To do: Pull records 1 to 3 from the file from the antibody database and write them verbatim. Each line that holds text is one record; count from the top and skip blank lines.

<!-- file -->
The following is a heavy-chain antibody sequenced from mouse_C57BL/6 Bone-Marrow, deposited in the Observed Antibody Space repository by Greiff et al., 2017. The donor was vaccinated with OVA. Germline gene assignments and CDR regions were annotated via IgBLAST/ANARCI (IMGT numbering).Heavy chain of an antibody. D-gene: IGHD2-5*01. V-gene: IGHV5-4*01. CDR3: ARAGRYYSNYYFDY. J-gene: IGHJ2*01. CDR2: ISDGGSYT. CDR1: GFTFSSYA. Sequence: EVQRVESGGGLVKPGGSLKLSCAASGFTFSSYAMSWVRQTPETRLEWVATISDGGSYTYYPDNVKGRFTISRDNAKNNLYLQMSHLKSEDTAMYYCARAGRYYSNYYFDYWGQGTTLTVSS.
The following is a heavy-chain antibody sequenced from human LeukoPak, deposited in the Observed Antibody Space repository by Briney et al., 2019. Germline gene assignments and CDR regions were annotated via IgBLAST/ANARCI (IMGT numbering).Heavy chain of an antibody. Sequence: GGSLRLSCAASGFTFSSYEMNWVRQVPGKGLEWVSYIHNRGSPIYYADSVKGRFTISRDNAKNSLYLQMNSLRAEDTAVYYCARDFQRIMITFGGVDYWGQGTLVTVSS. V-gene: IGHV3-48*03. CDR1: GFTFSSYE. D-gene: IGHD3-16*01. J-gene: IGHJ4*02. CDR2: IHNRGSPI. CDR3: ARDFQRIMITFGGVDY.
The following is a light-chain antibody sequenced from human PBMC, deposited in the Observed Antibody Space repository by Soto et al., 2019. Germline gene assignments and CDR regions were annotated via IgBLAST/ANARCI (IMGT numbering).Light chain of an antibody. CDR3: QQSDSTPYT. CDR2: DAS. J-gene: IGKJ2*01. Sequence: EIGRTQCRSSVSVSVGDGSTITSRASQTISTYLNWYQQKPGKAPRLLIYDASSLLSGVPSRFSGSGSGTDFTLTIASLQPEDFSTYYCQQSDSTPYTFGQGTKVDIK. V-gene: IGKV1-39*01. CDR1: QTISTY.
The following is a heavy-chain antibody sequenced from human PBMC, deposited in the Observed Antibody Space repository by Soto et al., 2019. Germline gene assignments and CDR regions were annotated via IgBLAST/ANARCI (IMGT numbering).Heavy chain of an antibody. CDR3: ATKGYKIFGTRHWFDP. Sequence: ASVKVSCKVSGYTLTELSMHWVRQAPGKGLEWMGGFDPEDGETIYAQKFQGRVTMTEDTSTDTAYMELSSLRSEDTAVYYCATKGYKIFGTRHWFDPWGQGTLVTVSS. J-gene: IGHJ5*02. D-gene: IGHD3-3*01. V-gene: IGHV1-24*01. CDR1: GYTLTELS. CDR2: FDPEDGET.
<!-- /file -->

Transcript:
The following is a heavy-chain antibody sequenced from mouse_C57BL/6 Bone-Marrow, deposited in the Observed Antibody Space repository by Greiff et al., 2017. The donor was vaccinated with OVA. Germline gene assignments and CDR regions were annotated via IgBLAST/ANARCI (IMGT numbering).Heavy chain of an antibody. D-gene: IGHD2-5*01. V-gene: IGHV5-4*01. CDR3: ARAGRYYSNYYFDY. J-gene: IGHJ2*01. CDR2: ISDGGSYT. CDR1: GFTFSSYA. Sequence: EVQRVESGGGLVKPGGSLKLSCAASGFTFSSYAMSWVRQTPETRLEWVATISDGGSYTYYPDNVKGRFTISRDNAKNNLYLQMSHLKSEDTAMYYCARAGRYYSNYYFDYWGQGTTLTVSS.
The following is a heavy-chain antibody sequenced from human LeukoPak, deposited in the Observed Antibody Space repository by Briney et al., 2019. Germline gene assignments and CDR regions were annotated via IgBLAST/ANARCI (IMGT numbering).Heavy chain of an antibody. Sequence: GGSLRLSCAASGFTFSSYEMNWVRQVPGKGLEWVSYIHNRGSPIYYADSVKGRFTISRDNAKNSLYLQMNSLRAEDTAVYYCARDFQRIMITFGGVDYWGQGTLVTVSS. V-gene: IGHV3-48*03. CDR1: GFTFSSYE. D-gene: IGHD3-16*01. J-gene: IGHJ4*02. CDR2: IHNRGSPI. CDR3: ARDFQRIMITFGGVDY.
The following is a light-chain antibody sequenced from human PBMC, deposited in the Observed Antibody Space repository by Soto et al., 2019. Germline gene assignments and CDR regions were annotated via IgBLAST/ANARCI (IMGT numbering).Light chain of an antibody. CDR3: QQSDSTPYT. CDR2: DAS. J-gene: IGKJ2*01. Sequence: EIGRTQCRSSVSVSVGDGSTITSRASQTISTYLNWYQQKPGKAPRLLIYDASSLLSGVPSRFSGSGSGTDFTLTIASLQPEDFSTYYCQQSDSTPYTFGQGTKVDIK. V-gene: IGKV1-39*01. CDR1: QTISTY.